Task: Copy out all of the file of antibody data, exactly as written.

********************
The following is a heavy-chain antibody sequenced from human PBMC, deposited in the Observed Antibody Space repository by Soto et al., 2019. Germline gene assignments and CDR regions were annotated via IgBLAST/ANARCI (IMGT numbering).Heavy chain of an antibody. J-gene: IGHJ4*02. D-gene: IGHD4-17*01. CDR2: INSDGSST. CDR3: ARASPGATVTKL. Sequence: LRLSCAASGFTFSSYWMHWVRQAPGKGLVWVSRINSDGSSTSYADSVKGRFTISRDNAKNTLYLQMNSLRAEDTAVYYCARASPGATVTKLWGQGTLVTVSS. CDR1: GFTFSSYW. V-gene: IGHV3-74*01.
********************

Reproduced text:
The following is a heavy-chain antibody sequenced from human PBMC, deposited in the Observed Antibody Space repository by Soto et al., 2019. Germline gene assignments and CDR regions were annotated via IgBLAST/ANARCI (IMGT numbering).Heavy chain of an antibody. J-gene: IGHJ4*02. D-gene: IGHD4-17*01. CDR2: INSDGSST. CDR3: ARASPGATVTKL. Sequence: LRLSCAASGFTFSSYWMHWVRQAPGKGLVWVSRINSDGSSTSYADSVKGRFTISRDNAKNTLYLQMNSLRAEDTAVYYCARASPGATVTKLWGQGTLVTVSS. CDR1: GFTFSSYW. V-gene: IGHV3-74*01.